Allstate on Friday said that it will discontinue running an advertisement that features the destroyed home of a Staten Island couple, a representative from the insurance company told The Huffington Post.
Sheila and Dominic Traina's Staten Island home, which they had lived in for more than 40 years, was destroyed by Superstorm Sandy, and the couple is mulling legal action against Allstate, their insurance company, because they've only been offered $10,000 in compensation, according to The Staten Island Advance.
On Thanksgiving, the Trianas saw images of their destroyed home in a television ad for the insurance giant, according to The New York Post.
“I got disgusted,” Dominic Traina told the Post. “I said, look at the all the trouble we’re getting with Allstate and this is what they’re putting on TV. That was terrible.”
“It made us sick and angry,” added Sheila Traina, according to the Post.
The advertisement, called "1,000 Thank You's," has been removed from YouTube. It showed footage of destruction wrought by Sandy and thanked Allstate agents for their hard work.
According to the Advance, Allstate did not ask the couple for permission to use images of their destroyed home in the advertisement.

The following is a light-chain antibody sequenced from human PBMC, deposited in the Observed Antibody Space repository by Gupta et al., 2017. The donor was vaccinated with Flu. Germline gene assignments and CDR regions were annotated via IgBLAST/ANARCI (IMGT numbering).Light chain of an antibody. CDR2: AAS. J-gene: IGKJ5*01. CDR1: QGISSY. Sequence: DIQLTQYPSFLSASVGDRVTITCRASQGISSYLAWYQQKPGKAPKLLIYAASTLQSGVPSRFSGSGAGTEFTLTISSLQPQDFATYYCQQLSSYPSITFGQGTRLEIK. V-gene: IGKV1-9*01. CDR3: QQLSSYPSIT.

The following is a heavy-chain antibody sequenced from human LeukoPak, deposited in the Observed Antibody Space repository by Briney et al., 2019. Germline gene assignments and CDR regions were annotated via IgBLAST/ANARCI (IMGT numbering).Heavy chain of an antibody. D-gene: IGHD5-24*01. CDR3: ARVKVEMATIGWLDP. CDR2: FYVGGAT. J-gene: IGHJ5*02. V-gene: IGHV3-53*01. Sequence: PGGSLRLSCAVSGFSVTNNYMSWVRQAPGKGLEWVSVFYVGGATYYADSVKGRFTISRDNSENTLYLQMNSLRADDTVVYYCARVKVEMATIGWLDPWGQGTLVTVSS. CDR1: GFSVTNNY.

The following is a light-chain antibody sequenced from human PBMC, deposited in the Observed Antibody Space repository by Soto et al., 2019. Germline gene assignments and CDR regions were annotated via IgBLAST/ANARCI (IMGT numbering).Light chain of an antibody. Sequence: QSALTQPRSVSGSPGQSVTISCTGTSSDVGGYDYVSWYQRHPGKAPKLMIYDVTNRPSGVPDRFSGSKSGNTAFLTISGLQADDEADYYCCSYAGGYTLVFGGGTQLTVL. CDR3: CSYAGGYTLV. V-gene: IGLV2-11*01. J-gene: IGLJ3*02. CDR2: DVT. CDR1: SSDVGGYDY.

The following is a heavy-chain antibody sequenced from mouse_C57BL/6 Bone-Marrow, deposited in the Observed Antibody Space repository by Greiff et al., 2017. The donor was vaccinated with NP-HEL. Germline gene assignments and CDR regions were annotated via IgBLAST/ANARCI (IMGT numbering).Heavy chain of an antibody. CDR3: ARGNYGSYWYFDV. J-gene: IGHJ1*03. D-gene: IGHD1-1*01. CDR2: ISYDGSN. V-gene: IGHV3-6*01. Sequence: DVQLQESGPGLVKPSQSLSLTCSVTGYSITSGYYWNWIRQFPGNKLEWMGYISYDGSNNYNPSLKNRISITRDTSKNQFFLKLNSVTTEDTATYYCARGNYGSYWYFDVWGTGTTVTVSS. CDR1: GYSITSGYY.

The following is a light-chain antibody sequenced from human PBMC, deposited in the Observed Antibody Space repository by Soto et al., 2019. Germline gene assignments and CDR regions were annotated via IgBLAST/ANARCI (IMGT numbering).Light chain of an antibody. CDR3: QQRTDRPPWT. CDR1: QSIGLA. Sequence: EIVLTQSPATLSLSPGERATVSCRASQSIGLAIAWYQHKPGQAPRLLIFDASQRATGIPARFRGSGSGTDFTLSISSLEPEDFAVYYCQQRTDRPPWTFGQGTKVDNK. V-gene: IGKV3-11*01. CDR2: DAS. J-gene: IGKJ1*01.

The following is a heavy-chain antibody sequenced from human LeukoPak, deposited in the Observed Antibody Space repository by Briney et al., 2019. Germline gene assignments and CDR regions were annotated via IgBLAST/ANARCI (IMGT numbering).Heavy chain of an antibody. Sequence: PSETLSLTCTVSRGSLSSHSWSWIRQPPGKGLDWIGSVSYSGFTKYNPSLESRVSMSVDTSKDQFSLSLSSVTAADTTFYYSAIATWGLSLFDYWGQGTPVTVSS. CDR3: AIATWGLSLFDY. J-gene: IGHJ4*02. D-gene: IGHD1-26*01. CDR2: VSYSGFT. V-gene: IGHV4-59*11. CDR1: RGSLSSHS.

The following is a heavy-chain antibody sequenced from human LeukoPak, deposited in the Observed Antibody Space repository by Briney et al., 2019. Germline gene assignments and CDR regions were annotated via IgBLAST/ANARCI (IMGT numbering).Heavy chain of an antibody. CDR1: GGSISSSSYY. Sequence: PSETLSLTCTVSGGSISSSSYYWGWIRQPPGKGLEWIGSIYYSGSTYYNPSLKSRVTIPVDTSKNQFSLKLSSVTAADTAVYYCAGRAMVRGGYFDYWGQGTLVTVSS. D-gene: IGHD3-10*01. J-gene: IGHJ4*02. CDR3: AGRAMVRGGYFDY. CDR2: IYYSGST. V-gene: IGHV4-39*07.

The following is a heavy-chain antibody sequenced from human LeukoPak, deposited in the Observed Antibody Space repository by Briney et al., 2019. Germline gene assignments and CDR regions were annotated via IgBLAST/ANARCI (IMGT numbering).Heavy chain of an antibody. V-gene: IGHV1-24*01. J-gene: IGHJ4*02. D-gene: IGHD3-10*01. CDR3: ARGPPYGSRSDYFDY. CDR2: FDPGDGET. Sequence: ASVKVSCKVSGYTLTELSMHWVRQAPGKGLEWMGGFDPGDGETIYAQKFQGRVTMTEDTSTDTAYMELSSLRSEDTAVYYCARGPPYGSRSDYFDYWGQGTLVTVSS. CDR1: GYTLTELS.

Allstate, for its part, said that even though the ad showed only part of the Traina's home and didn't identify them as customers, the company will no longer feature the images in its advertising.
"The advertisement in question showed general images of the destruction caused by Sandy including a partial image of the Traina’s home," Laura Strykowski, an Allstate spokesperson, wrote in a statement to The Huffington Post. "It does not reference them as customers or in any way imply they are satisfied with the status of their claim. We regret any concern this advertisement may have caused the Trainas and images of their home will not be included in Allstate’s advertising."
The Trainias say that their house was destroyed by wind, not by floodwaters, so they should qualify for additional compensation, according to CBS News.
“Our neighbor said, ‘The side of your house just collapsed, and the water isn’t even here yet,’ Sheila Traina told The New York Times in November.
"It is our understanding that the Traina’s chose to drop their flood insurance policy before Sandy struck," Allstate said in the statement to HuffPost. "Traditional private homeowners policies, such as provided by Allstate, do not cover flood losses. We encourage our customers to consider flood insurance to protect themselves in ways that would not be covered under a homeowner’s policy."
Watch the video from CBS News above, and for an in-depth report on the the Trianas, click over to The Staten Island Advance.